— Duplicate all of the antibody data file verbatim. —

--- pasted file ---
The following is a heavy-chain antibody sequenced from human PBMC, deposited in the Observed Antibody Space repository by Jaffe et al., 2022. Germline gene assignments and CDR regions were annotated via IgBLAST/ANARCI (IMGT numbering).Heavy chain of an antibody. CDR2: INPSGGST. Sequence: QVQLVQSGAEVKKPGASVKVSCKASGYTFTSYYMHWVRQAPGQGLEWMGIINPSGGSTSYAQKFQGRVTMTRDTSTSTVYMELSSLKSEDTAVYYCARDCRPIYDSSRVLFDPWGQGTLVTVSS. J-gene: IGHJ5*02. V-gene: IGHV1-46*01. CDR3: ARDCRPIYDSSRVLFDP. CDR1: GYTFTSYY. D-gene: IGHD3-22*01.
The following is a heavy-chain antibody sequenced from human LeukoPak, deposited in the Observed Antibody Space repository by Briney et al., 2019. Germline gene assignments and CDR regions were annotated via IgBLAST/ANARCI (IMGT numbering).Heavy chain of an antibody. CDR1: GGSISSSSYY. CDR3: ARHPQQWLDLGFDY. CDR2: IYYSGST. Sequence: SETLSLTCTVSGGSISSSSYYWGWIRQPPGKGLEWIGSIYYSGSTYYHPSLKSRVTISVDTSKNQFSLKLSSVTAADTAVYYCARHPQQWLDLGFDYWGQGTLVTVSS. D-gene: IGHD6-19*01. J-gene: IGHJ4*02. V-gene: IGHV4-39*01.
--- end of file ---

The following is a heavy-chain antibody sequenced from human PBMC, deposited in the Observed Antibody Space repository by Jaffe et al., 2022. Germline gene assignments and CDR regions were annotated via IgBLAST/ANARCI (IMGT numbering).Heavy chain of an antibody. CDR2: INPSGGST. Sequence: QVQLVQSGAEVKKPGASVKVSCKASGYTFTSYYMHWVRQAPGQGLEWMGIINPSGGSTSYAQKFQGRVTMTRDTSTSTVYMELSSLKSEDTAVYYCARDCRPIYDSSRVLFDPWGQGTLVTVSS. J-gene: IGHJ5*02. V-gene: IGHV1-46*01. CDR3: ARDCRPIYDSSRVLFDP. CDR1: GYTFTSYY. D-gene: IGHD3-22*01.
The following is a heavy-chain antibody sequenced from human LeukoPak, deposited in the Observed Antibody Space repository by Briney et al., 2019. Germline gene assignments and CDR regions were annotated via IgBLAST/ANARCI (IMGT numbering).Heavy chain of an antibody. CDR1: GGSISSSSYY. CDR3: ARHPQQWLDLGFDY. CDR2: IYYSGST. Sequence: SETLSLTCTVSGGSISSSSYYWGWIRQPPGKGLEWIGSIYYSGSTYYHPSLKSRVTISVDTSKNQFSLKLSSVTAADTAVYYCARHPQQWLDLGFDYWGQGTLVTVSS. D-gene: IGHD6-19*01. J-gene: IGHJ4*02. V-gene: IGHV4-39*01.